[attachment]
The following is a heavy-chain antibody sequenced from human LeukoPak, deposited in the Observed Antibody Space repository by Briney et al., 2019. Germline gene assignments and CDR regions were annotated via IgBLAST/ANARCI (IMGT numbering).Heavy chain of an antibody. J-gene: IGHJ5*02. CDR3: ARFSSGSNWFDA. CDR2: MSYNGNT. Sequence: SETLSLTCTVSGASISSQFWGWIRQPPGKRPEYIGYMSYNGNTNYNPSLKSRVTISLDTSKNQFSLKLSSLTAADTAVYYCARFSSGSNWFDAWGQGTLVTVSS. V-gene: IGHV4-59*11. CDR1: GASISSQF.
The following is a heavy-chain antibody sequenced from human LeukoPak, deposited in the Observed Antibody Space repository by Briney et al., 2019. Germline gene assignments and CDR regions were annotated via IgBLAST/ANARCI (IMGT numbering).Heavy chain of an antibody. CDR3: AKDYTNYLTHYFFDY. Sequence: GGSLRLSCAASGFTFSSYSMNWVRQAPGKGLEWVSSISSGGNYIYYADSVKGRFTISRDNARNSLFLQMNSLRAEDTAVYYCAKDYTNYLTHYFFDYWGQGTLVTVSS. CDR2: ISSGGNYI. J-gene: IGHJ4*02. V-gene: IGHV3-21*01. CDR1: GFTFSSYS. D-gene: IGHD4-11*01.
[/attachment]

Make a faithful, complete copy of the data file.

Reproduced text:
The following is a heavy-chain antibody sequenced from human LeukoPak, deposited in the Observed Antibody Space repository by Briney et al., 2019. Germline gene assignments and CDR regions were annotated via IgBLAST/ANARCI (IMGT numbering).Heavy chain of an antibody. J-gene: IGHJ5*02. CDR3: ARFSSGSNWFDA. CDR2: MSYNGNT. Sequence: SETLSLTCTVSGASISSQFWGWIRQPPGKRPEYIGYMSYNGNTNYNPSLKSRVTISLDTSKNQFSLKLSSLTAADTAVYYCARFSSGSNWFDAWGQGTLVTVSS. V-gene: IGHV4-59*11. CDR1: GASISSQF.
The following is a heavy-chain antibody sequenced from human LeukoPak, deposited in the Observed Antibody Space repository by Briney et al., 2019. Germline gene assignments and CDR regions were annotated via IgBLAST/ANARCI (IMGT numbering).Heavy chain of an antibody. CDR3: AKDYTNYLTHYFFDY. Sequence: GGSLRLSCAASGFTFSSYSMNWVRQAPGKGLEWVSSISSGGNYIYYADSVKGRFTISRDNARNSLFLQMNSLRAEDTAVYYCAKDYTNYLTHYFFDYWGQGTLVTVSS. CDR2: ISSGGNYI. J-gene: IGHJ4*02. V-gene: IGHV3-21*01. CDR1: GFTFSSYS. D-gene: IGHD4-11*01.